The Past is Time without a ticking clock. A place where paths and roads are measured in years. The Present is a place where the clock ticks but always only for a second. Where, upon those same paths and roads we continue, for that second, with our existence.
This is the third in a series of exhibitions inspired by a visit to Auschwitz-Birkenau in October 2006. Since that time I’ve visited camps at Bełżec, Majdanek and Natzweiler-Struthof, as well as the battlefields of Ypres, Verdun and more recently, The Somme. All these sites present the tourist with numbers: 1.1 million dead at Auschwitz-Birkenau, 500,000 at Bełżec, 79,000 in Majdanek. At the start of the Battle of the Somme, on 1st July 1916, British and Commonwealth forces sustained 57,000 casualties, with almost 20,000 men killed in action on that day alone. These are all horrific statistics, but numbers rather than people and over the course of the last 4 years, I’ve looked for ways of finding and identifying with, the individuals behind the grim tolls.
Most of these individuals have left nothing behind; no name, possessions, or photographs. Photographs, where they exist, are often nameless, names on graves are faceless, so how can we know them at all? An answer came as I researched my family tree, as I tried to find those anonymous individuals to whom I was related.
In 2007, the year before she died, my grandmother told me about her childhood in Wales. The following is an extract from that conversation in which she describes her father:
‘I can see him now because he went up our garden over the road and the mountain started from there up… and he’d go so far up and he’d turn back and wave to us, and if we went out to play, our Mam would say, ‘you can go up the mountain to play…’ but every now and then our Mam would come out in the garden and we had to wave to her to know that we were alright you know… always remember going up the mountain…’
On visiting Hafodyrynys, the small town where my grandmother grew up, I walked up the ‘mountain’ she’d described and followed the path my great grandfather would have taken to work in the mines at Llanhilleth. On top of the hill I stood and looked at the view. 100 years ago, when I did not exist, he would have seen the very same thing. 100 years later, long after his death, I found myself – through being in that place – identifying with him: I’d found him on the path (one which would in time lead to my being born).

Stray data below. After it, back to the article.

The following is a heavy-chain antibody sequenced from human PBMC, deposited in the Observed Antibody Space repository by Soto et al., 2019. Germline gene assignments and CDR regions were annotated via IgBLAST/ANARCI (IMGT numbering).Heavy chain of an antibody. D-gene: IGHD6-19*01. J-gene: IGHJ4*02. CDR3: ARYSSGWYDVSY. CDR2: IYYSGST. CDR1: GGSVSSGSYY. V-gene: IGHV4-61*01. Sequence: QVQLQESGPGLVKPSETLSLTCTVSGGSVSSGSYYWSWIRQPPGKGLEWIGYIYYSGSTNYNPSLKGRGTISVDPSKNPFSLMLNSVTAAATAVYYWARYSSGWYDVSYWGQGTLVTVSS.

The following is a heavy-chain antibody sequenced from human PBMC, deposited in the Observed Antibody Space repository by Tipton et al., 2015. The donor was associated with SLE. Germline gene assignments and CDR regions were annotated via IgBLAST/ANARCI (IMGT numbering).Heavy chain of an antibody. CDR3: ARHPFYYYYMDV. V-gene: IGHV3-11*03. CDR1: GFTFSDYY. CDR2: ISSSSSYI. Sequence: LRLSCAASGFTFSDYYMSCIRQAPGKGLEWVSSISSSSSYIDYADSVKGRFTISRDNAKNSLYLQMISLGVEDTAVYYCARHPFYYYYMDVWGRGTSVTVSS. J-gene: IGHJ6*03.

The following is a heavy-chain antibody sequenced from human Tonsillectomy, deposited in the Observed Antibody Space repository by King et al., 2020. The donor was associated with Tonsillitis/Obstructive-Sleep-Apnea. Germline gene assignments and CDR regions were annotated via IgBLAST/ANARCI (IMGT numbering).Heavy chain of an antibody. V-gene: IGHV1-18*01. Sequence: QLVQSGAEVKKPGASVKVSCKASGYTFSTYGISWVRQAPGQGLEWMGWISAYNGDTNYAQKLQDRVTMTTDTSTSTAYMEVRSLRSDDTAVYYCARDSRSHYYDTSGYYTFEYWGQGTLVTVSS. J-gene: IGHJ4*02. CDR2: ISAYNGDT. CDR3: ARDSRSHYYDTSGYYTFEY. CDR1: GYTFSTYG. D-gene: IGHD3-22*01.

One of the problems we face in identifying with those long since lost to the past, is how to bridge the temporal gap between us. The past has been ‘written’. It’s like the words in a book; years follow years like words in a sentence, like sentences that make up the page. For us in the present, those words are always in the course of being written. The paths our ancestors took through life are fixed, as if they’d always been so, as if they followed their lives like actors in a play, following directions, reading the lines written for them. But nothing ever happens in the past, what happened did so in what was then the present – a present which always lasts only for a second. But in that ‘space’ of every second life happens; we hear the birds, we see the sun, feel the wind and rain. In that space, all our hopes are held, all our fears and regrets. Into that space we carry our pasts in the form of memories. It’s the space of the everyday – one which we often take for granted. But it’s a space we share with everyone who’s ever gone before us.
As I walked along the path, atop the ‘mountain’ in Hafodyrynys, I looked up from watching my feet and caught a glimpse of the clouds. I noticed the trees moving in the wind. I traced, for a second, the long line of the horizon. I did the things my great grandfather would have surely done as he walked to and from work. I can never know what it was like to work down the mines, but I know what it means to be in the present, and this is something shared by everyone over time.